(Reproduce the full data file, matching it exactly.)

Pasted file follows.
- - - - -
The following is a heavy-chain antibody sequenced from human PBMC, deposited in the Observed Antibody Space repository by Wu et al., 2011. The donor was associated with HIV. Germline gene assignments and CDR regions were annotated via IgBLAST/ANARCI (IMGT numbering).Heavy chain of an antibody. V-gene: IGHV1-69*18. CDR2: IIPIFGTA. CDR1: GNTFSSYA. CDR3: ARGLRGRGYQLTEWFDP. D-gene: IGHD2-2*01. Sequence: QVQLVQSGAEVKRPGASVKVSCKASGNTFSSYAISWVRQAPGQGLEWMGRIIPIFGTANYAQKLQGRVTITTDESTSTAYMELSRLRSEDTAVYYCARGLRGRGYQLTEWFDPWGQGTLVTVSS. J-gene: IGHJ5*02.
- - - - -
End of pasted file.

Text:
The following is a heavy-chain antibody sequenced from human PBMC, deposited in the Observed Antibody Space repository by Wu et al., 2011. The donor was associated with HIV. Germline gene assignments and CDR regions were annotated via IgBLAST/ANARCI (IMGT numbering).Heavy chain of an antibody. V-gene: IGHV1-69*18. CDR2: IIPIFGTA. CDR1: GNTFSSYA. CDR3: ARGLRGRGYQLTEWFDP. D-gene: IGHD2-2*01. Sequence: QVQLVQSGAEVKRPGASVKVSCKASGNTFSSYAISWVRQAPGQGLEWMGRIIPIFGTANYAQKLQGRVTITTDESTSTAYMELSRLRSEDTAVYYCARGLRGRGYQLTEWFDPWGQGTLVTVSS. J-gene: IGHJ5*02.